considered to have been written by David, reflecting his state of mind after Nathan points out David’s sin. Read Psalm 51:10–14. What nine things does David entreat God to do in this passage? Which of these things do you think most sinners would want to ask of God? Consider whether any of these requests might appear to be somewhat surprising. Under David’s circumstances, what do you think gives him the confidence to make so many requests of the LORD? What kind of a deal does David attempt to make with God in return for God fulfilling his requests? You can learn more about the Psalms by viewing a sample lesson from the Turning to God’s Word Catholic Bible study Sing a New Psalm: Communicating with God Through the Prayers of the Church. Psalm 51 is included in our study of the prayers for Friday Lauds (Week I) and Friday Lauds (Week II).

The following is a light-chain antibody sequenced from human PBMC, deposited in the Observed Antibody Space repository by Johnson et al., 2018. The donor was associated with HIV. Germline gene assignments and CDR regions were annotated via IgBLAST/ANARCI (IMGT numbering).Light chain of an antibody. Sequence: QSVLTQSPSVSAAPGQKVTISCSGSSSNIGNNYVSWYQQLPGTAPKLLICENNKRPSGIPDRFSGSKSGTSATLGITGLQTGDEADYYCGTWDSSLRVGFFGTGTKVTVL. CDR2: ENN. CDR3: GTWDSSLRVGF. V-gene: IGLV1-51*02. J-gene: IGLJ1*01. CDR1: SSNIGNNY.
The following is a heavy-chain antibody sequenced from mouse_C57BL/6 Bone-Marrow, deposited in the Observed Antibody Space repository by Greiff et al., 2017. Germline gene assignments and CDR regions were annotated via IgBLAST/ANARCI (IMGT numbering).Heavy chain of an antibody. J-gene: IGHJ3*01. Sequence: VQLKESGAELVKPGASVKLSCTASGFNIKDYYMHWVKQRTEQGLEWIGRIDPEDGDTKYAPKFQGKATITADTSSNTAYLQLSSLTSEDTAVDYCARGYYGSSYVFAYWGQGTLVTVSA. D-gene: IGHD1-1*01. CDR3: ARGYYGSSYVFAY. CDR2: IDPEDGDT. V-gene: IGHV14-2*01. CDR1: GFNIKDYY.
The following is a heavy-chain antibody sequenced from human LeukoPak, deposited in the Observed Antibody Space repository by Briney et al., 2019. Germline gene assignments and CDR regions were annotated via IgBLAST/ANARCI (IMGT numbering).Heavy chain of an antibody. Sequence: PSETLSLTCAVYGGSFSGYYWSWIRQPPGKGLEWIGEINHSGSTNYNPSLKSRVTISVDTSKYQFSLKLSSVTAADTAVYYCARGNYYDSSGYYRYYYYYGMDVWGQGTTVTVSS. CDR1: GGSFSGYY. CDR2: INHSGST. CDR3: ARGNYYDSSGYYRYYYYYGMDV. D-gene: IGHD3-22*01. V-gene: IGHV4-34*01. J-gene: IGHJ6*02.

you could look it up—what is repentance?
In the Second Book of Samuel 12:13, David immediately repents when his behavior is called into question by the prophet Nathan. Most people have a more difficult time coming to repentance. Learn about the link between thinking and repenting by reading Lost in Translation, an online column in which Turning to God’s Word author Matthew Phelps helps readers connect with ancient ideas expressed in the original Scriptures. New entries are posted on Tuesdays. If you’d like to receive Matthew’s comments about biblical languages by email each week, there’s a sign-up form next to the searchable archives.
WHAT DO YOU THINK about the consequences of sin?
Most men and women don’t easily accept that there are dire consequences for sin.
? In the twelfth chapter of the Second Book of Samuel, Nathan reports to David that the LORD has said David isn’t to die for his sin. This seems unlike the same God who struck Uzzah dead for touching the ark of God to steady it during transport. Why do you suppose it is that the LORD doesn’t immediately require David’s life?